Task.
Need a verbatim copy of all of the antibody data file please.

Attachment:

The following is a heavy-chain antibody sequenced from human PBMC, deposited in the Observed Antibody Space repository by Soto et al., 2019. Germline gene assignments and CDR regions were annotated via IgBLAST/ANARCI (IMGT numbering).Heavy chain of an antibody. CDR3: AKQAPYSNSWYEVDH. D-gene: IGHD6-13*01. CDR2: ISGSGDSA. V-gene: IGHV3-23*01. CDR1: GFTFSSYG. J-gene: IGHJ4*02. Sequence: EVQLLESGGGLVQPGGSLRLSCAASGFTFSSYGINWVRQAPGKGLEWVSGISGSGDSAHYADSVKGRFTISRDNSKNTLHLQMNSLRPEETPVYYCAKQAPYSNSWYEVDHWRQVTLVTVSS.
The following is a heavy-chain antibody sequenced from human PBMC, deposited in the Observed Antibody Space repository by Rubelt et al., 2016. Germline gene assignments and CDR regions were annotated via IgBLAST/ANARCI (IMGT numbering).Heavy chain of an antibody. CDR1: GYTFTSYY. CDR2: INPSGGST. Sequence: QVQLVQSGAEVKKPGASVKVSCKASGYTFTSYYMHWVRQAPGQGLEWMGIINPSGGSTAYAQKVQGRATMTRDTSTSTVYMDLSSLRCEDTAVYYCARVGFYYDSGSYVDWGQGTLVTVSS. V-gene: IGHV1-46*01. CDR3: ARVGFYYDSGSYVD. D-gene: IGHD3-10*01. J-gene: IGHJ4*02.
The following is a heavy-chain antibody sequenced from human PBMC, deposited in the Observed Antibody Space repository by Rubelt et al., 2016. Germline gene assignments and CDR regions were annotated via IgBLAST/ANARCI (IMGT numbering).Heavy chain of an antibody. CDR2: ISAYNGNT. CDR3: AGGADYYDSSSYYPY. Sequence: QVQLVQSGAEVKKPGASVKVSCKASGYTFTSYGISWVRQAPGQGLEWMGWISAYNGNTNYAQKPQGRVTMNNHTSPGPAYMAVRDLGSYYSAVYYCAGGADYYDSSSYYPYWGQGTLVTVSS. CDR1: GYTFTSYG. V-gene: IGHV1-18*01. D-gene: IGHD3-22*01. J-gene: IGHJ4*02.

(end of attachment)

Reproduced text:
The following is a heavy-chain antibody sequenced from human PBMC, deposited in the Observed Antibody Space repository by Soto et al., 2019. Germline gene assignments and CDR regions were annotated via IgBLAST/ANARCI (IMGT numbering).Heavy chain of an antibody. CDR3: AKQAPYSNSWYEVDH. D-gene: IGHD6-13*01. CDR2: ISGSGDSA. V-gene: IGHV3-23*01. CDR1: GFTFSSYG. J-gene: IGHJ4*02. Sequence: EVQLLESGGGLVQPGGSLRLSCAASGFTFSSYGINWVRQAPGKGLEWVSGISGSGDSAHYADSVKGRFTISRDNSKNTLHLQMNSLRPEETPVYYCAKQAPYSNSWYEVDHWRQVTLVTVSS.
The following is a heavy-chain antibody sequenced from human PBMC, deposited in the Observed Antibody Space repository by Rubelt et al., 2016. Germline gene assignments and CDR regions were annotated via IgBLAST/ANARCI (IMGT numbering).Heavy chain of an antibody. CDR1: GYTFTSYY. CDR2: INPSGGST. Sequence: QVQLVQSGAEVKKPGASVKVSCKASGYTFTSYYMHWVRQAPGQGLEWMGIINPSGGSTAYAQKVQGRATMTRDTSTSTVYMDLSSLRCEDTAVYYCARVGFYYDSGSYVDWGQGTLVTVSS. V-gene: IGHV1-46*01. CDR3: ARVGFYYDSGSYVD. D-gene: IGHD3-10*01. J-gene: IGHJ4*02.
The following is a heavy-chain antibody sequenced from human PBMC, deposited in the Observed Antibody Space repository by Rubelt et al., 2016. Germline gene assignments and CDR regions were annotated via IgBLAST/ANARCI (IMGT numbering).Heavy chain of an antibody. CDR2: ISAYNGNT. CDR3: AGGADYYDSSSYYPY. Sequence: QVQLVQSGAEVKKPGASVKVSCKASGYTFTSYGISWVRQAPGQGLEWMGWISAYNGNTNYAQKPQGRVTMNNHTSPGPAYMAVRDLGSYYSAVYYCAGGADYYDSSSYYPYWGQGTLVTVSS. CDR1: GYTFTSYG. V-gene: IGHV1-18*01. D-gene: IGHD3-22*01. J-gene: IGHJ4*02.